Learning from Others: Education Tax Credits are a Win-Win

This fall, Tyleur, an upbeat high school freshman, became the first member of her family to attend a private school. One-time prize money is funding her first year at a private school in Portland. However, next year she may be forced needlessly to rejoin the many Oregon children who cannot afford to attend the school of their choice.

This year, Tyleur’s family is saving Oregon taxpayers thousands of dollars by choosing a private school. In fact, the average public school in Oregon spends about as much per student as the cost of her tuition at the private school she currently attends (about $10,000). Yet, her family will not even receive a tax break to help keep her in the school of her choice. They are not alone.

Forty-four percent of Oregon parents would choose a private school if they could afford it, but few can. It doesn’t have to be that way. Simple legislation that has saved other states millions of dollars, while restoring power to parents and taxpayers, has brought hope to thousands of families in other states.

Florida’s Corporate Income Tax Credit Scholarship program is one example of the kind of legislation that has empowered parents and changed lives. In 2001, the Florida Legislature created the tax credit to increase educational opportunities for low-income students. The program offers corporations tax credits (not to exceed 75% of their state income tax liability) for donations to scholarship programs for low-income K-12 students. Scholarships are capped at just under $4,000, but still supported about 23,000 students in the 2007-2008 school year to attend the private schools their parents chose.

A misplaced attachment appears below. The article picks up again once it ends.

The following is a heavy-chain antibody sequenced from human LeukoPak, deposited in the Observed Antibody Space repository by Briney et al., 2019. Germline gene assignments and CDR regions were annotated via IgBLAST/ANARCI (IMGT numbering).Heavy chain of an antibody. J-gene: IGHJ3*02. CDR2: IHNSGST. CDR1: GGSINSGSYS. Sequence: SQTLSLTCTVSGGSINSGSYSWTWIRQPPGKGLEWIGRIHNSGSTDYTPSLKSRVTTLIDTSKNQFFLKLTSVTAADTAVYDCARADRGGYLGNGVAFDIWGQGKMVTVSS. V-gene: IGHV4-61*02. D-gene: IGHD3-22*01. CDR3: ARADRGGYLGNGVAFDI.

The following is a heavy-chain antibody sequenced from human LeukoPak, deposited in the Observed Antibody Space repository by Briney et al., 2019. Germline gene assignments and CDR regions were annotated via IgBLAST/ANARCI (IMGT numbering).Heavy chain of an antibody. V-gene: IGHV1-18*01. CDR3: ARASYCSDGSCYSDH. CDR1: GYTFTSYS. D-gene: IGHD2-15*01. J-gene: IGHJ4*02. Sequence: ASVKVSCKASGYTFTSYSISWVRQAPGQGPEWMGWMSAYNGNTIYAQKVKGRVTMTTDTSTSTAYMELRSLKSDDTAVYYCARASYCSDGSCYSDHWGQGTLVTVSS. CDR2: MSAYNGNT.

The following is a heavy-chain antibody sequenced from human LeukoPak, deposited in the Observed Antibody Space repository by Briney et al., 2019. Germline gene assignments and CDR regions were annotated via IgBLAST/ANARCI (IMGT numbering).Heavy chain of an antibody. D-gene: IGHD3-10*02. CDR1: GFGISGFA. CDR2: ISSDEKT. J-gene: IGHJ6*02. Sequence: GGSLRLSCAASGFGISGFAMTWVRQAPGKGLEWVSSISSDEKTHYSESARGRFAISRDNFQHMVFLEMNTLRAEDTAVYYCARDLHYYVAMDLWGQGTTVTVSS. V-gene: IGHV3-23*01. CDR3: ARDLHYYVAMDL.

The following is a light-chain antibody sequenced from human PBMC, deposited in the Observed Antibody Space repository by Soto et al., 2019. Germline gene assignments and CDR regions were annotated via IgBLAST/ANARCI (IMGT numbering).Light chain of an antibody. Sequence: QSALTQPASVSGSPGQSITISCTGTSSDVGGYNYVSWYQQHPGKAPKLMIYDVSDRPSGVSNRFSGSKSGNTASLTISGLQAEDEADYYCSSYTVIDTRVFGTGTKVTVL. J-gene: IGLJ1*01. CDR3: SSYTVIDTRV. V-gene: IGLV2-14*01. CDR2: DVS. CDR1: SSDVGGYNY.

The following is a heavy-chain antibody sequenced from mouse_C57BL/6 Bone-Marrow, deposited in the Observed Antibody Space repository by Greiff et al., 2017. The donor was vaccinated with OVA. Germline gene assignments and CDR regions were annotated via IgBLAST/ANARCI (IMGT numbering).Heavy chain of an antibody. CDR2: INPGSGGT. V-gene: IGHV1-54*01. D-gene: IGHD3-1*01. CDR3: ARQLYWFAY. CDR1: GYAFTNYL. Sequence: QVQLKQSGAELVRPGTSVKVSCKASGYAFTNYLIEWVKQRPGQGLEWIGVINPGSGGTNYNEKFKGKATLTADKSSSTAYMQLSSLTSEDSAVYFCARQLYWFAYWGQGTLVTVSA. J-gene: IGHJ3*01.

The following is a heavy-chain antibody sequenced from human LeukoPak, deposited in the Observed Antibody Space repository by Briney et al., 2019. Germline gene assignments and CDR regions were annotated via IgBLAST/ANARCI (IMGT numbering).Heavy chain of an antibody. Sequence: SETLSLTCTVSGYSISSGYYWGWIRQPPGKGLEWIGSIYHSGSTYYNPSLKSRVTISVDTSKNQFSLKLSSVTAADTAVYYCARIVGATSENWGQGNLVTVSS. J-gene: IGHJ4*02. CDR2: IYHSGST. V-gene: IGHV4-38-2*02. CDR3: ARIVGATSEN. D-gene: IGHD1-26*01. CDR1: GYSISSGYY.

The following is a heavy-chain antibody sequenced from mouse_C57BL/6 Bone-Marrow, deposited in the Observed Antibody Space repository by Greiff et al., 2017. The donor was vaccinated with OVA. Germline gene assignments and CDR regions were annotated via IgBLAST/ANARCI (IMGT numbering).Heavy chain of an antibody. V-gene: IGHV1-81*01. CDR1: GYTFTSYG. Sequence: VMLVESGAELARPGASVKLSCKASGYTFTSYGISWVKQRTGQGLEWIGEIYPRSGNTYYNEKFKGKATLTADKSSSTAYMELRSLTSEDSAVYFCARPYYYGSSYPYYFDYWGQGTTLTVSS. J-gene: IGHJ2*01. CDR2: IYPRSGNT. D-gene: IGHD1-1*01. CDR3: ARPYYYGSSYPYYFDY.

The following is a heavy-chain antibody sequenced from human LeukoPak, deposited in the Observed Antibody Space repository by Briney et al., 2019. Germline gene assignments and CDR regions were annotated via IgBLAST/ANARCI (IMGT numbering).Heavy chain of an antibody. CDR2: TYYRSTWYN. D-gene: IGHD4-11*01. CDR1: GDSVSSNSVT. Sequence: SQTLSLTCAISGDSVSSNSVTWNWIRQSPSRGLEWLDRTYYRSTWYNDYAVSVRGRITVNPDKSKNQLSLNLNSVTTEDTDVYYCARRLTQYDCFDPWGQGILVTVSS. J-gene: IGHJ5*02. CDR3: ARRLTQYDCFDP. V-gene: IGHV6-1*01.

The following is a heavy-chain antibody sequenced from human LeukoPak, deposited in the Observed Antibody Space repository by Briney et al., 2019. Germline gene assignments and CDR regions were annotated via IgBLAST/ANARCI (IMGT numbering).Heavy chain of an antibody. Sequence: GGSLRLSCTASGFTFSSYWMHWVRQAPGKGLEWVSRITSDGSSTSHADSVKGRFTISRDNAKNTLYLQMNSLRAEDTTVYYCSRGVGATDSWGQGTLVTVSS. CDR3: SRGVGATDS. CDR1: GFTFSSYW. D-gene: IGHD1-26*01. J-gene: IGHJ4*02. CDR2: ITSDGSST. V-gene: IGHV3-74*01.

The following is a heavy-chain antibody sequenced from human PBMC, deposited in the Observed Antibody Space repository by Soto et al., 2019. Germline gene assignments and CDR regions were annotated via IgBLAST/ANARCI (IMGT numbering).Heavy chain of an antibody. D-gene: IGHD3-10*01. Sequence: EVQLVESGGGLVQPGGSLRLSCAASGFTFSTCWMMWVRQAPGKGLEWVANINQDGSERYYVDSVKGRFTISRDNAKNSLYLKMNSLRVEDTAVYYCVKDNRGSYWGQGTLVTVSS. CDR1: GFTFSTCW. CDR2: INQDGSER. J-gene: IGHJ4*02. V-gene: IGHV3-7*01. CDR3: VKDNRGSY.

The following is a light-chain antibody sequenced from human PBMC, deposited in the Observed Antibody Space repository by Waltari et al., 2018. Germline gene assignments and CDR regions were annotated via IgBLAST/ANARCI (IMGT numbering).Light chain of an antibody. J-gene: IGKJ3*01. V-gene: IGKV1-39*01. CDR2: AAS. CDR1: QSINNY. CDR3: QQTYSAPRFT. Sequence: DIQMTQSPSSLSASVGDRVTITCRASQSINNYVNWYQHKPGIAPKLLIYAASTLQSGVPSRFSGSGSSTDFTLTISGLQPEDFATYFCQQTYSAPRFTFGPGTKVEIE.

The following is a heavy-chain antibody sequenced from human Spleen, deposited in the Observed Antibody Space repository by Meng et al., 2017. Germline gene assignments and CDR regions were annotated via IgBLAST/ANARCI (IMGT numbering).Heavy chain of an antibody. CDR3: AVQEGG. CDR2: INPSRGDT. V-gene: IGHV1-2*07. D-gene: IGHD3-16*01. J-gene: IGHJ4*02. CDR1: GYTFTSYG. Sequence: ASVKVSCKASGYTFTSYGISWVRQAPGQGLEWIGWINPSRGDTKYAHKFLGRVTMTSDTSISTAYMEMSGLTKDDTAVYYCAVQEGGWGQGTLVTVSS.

Imagine the hope a parent experiences when she suddenly has the power to shop around and pick the school that best suits her child’s needs! Research has suggested that parents become more involved in their child’s education when they acquire purchasing power through opportunity scholarships or vouchers because they feel greater control over the outcome.

Florida’s tax credit scholarship program also has saved taxpayers money. In December 2008, a government agency, Florida’s Office of Program Policy Analysis and Government Accountability, evaluated the scholarship program. It concluded that in Fiscal Year 2007-08 “taxpayers saved $1.49 in state education funding for every dollar loss in corporate income tax revenue due to credits for scholarship contributions. Expanding the cap on tax credits would produce additional savings if there is a sufficient demand for the scholarships.” Florida netted $38.9 million in savings from the program in 2007-08 alone.

Likewise, many other major existing state programs that increase parental school choice have either saved states money or had no net impact on the state coffer. Oregon could join these states in their savings by creating similar opportunities for families to pick their schools. Such savings could even help to thwart the impending state budget crisis. Or, we can continue to settle for the status quo that leaves most families with few, if any, options.

Christina Martin is a policy analyst for the School Choice Project at Cascade Policy Institute, Oregon’s free market public policy research organization.